Thursday 22 March 2018

Retailers set for sales rise despite decline in traditional shopping day

Shoppers on Dublin’s Henry Street as retailers build their towards their busiest time of the year. Photo: Gareth Chaney – Collins
Shoppers on Dublin’s Henry Street as retailers build their towards their busiest time of the year. Photo: Gareth Chaney – Collins
Charlie Weston

Charlie Weston

Retailers expect to do brisk business today, despite the waning popularity of what was traditionally one of the busiest shopping days of the year.

The growth of Black Friday and Cyber Monday means that Christmas shopping has already started.

But December 8 continues to be a lively day when people from the four corners of Ireland come to Dublin to meet Santa, see the lights and buy Christmas presents, retailers said.

The Feast Day of the Immaculate Conception is not as big a spending day as in previous years, but still brings thousands of shoppers into the capital, director of Retail Ireland Thomas Burke said.

"The big driver used to be that the schools had a day off. Many schools don't close now. That means it is less busy. It's hard to put figures on it, but it is still a big shopping day," he said.

Dublin Chamber of Commerce said older people still regard December 8 as a big shopping day, but the popularity of it has been overtaken by online shopping for younger shoppers.

Sales in shops are set for record levels after years of the retail sector being in the doldrums.

And shoppers getting ready for Christmas are set to reap the rewards of continued discounting by retailers.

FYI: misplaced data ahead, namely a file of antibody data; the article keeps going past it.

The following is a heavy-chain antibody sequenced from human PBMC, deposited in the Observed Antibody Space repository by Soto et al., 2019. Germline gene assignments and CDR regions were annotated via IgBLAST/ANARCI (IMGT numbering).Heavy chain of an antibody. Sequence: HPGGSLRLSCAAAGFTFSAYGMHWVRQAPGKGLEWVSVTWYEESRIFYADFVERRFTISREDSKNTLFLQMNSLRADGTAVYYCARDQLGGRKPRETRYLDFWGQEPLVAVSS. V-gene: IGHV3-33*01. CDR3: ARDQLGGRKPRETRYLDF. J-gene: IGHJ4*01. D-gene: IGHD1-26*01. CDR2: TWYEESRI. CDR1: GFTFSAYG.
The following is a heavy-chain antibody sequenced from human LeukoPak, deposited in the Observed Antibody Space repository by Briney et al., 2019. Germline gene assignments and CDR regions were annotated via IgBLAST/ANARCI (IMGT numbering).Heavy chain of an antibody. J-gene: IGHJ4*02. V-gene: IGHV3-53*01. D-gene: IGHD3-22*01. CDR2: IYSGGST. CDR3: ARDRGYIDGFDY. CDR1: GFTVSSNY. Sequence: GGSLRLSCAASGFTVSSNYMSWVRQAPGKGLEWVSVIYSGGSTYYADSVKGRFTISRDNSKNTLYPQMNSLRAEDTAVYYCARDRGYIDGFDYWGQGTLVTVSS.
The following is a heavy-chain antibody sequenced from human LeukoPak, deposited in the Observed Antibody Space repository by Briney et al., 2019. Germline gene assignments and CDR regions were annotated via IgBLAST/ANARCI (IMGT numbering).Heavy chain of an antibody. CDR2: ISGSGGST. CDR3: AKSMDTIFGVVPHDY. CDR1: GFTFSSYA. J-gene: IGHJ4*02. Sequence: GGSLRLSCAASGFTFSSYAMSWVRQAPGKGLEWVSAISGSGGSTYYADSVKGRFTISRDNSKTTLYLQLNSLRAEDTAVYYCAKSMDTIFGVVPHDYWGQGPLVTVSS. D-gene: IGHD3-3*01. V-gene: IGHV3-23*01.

Prices are falling in most areas of retail, with the exception of bars and newsagents, a report on the retail by estate agency group Savills shows.

In an analysis of Central Statistics Office data, economist with estate agency Savills, John McCartney found prices are falling in almost every area of retail.

Retailers were gaining from lower overheads, falling commodity prices and efficiency gains, and were passing on their lower costs to consumers, Dr McCartney found.

"The fact that they have had to pass these gains on to the consumers confirms just how competitive the retail sector remains," he said.

Bars and newsagents are the only categories in retail that have seen sales and price increase.

Dr McCartney said that although prices are still falling, discounting is beginning to ease in many sectors.

Those selling electrical goods, furniture and fashion retailers are having to cut prices much less steeply than a year ago to drive sales. This may suggest a gradual return of pricing power to retailers as the economy strengthens, he said.

According to Savills, the positive outlook for the retail sector has led to a broadly-based increase in the demand for retail space. This is reflected in the fact that both international and indigenous operators - including Calvin Klein, Hugo Boss, Joules and Jigsaw - have taken retail spaces since the start of this year.

Meanwhile, a separate report shows that householders are set to spend €543m on food this festive season.

This is up €34m from last year, according to research conducted by electronic commerce company Webloyalty.

Half of consumers will spend more than €150 on festive food this Christmas. The majority still prefer to buy all their food in a shop rather than online.

Grocery giant Tesco will once again have the highest footfall of all food retailers as a quarter of respondents indicate they plan to do their Christmas shopping in its stores.

High-end grocer Marks and Spencer will see an uplift in sales with a fifth of consumers saying they plan to shop there, up slightly from last year.

Lower numbers indicate a preference for shopping in German grocer chains Aldi and Lidl.

Irish Independent

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